We confess that the Bible is often used to oppress transgender people today. However, we believe that the story of God is not finished, and our sacred stories continue to challenge us to boldly participate in the expansive love of God.

In Luke 10, an expert in scripture asks Jesus what he must do to live. Jesus asks the man what is written, and the man replies with the teachings of scripture: "You shall love the Lord your God with all your heart, and with all your soul, and with all your strength, and with all your mind; and your neighbor as yourself." Jesus affirms this as the correct answer.

But wanting to test Jesus, the questioner persists, "Who is my neighbor?"

Jesus then shares the parable of the Good Samaritan. In the story, a Samaritan, whose identity made him an outsider and even an enemy, a neighbor likely viewed as unworth loving, provided assistance and care for a man who had been beat and left alongside the road. A man who others had hurried by.

In this parable Jesus is teaching that everyone, especially those we have tried to put aside as the other, are our neighbors and worthy of our respect and inclusion.

In this moment, Christians, whether active members of congregations or distanced from organized churches, cannot remain silent and allow our transgender friends, neighbors and family to continue to be attacked and marginalized by public policy, especially policies proposed by other Christians. However, we cannot abdicate guilt completely. Within our congregations and communities, boundaries still exist, and the Gospel calls us to faithfully challenge the ways in which we use them to exclude people.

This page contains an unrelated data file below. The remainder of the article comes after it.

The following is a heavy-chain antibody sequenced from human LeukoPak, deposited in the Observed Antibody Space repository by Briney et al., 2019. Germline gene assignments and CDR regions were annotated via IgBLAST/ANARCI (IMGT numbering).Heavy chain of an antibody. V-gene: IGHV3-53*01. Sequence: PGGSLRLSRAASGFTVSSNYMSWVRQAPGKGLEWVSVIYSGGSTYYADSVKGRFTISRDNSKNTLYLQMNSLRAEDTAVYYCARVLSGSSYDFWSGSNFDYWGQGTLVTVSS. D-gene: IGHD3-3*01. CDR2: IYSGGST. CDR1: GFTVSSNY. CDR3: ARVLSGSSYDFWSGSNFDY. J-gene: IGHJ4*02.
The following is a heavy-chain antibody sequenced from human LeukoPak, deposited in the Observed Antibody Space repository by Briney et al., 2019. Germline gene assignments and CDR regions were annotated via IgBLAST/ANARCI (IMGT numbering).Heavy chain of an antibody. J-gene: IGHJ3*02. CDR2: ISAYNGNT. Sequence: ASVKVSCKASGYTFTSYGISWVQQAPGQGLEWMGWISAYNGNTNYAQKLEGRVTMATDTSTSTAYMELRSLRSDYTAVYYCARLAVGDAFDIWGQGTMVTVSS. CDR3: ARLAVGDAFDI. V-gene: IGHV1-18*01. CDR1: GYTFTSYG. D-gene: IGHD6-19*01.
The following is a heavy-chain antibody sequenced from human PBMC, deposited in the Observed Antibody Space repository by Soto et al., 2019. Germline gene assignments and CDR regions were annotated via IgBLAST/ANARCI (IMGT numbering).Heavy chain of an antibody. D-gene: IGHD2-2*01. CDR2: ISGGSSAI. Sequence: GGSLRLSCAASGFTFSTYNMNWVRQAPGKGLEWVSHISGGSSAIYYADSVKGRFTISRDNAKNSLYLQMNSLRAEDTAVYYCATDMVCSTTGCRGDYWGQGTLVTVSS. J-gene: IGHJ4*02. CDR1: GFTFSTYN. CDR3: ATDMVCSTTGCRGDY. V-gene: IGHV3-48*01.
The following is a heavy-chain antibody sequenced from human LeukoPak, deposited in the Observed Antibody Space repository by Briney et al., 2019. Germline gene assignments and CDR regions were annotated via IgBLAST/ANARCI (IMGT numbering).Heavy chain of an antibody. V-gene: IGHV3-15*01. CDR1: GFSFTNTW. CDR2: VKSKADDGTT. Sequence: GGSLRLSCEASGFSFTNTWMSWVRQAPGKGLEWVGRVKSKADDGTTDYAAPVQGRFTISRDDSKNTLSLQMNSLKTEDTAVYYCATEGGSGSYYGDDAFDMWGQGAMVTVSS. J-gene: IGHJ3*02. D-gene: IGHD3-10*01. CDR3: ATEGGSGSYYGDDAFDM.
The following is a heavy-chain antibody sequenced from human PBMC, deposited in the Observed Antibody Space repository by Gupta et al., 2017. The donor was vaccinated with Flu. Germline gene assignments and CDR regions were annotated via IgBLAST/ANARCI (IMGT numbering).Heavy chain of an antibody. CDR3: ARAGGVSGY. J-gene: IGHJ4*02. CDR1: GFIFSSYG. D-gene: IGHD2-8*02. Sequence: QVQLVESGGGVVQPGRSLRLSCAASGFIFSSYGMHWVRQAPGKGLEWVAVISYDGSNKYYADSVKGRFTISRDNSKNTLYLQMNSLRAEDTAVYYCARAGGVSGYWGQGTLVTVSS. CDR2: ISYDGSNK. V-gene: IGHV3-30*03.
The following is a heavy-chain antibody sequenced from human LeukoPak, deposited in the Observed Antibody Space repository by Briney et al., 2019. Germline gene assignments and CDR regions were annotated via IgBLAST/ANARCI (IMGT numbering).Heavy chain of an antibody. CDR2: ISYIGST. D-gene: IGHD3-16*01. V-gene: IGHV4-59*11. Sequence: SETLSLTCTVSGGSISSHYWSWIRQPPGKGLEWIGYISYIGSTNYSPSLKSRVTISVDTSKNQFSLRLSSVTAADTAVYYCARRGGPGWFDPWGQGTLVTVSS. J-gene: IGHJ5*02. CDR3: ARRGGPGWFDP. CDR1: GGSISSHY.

Every time we seek to discriminate, to draw lines of separation, we are claiming that we know who God would include, or more so, who God would exclude. The Gospel itself is a constant rejection of this idea. It challenges us to remove barriers, and to welcome with radical hospitality.

We think we know what love is, what it acts like, but do we? When we put up walls to protect what we consider to be some kind of religious purity, deeper love is not found but squandered. By creating boundaries to designate who is worthy or not of our full care and love we limit love's ability to impact us as well. For Jesus, love is not protected, but risked bravely. So are we, as Christians, called to love bravely and recklessly, as if there is nothing that could ever separate us from the loving presence of God (Romans 8:38-39).

If this is the kind of love you feel called by as a person of faith, or simply as a human being, then vote no on Prop 1.

Rev. Jacob Poindexter is pastor of First Congregational Church;  Rev. Nico Romeijn-Stout is a pastor at St. John United Methodist Church;  Rev. Rachel Simpson is a pastor at Unity of Anchorage. This piece was co-signed by more than 20 Anchorage faith leaders.

The views expressed here are the writer's and are not necessarily endorsed by the Anchorage Daily News, which welcomes a broad range of viewpoints. To submit a piece for consideration, emailcommentary(at) Send submissions shorter than 200 words to or click here to submit via any web browser.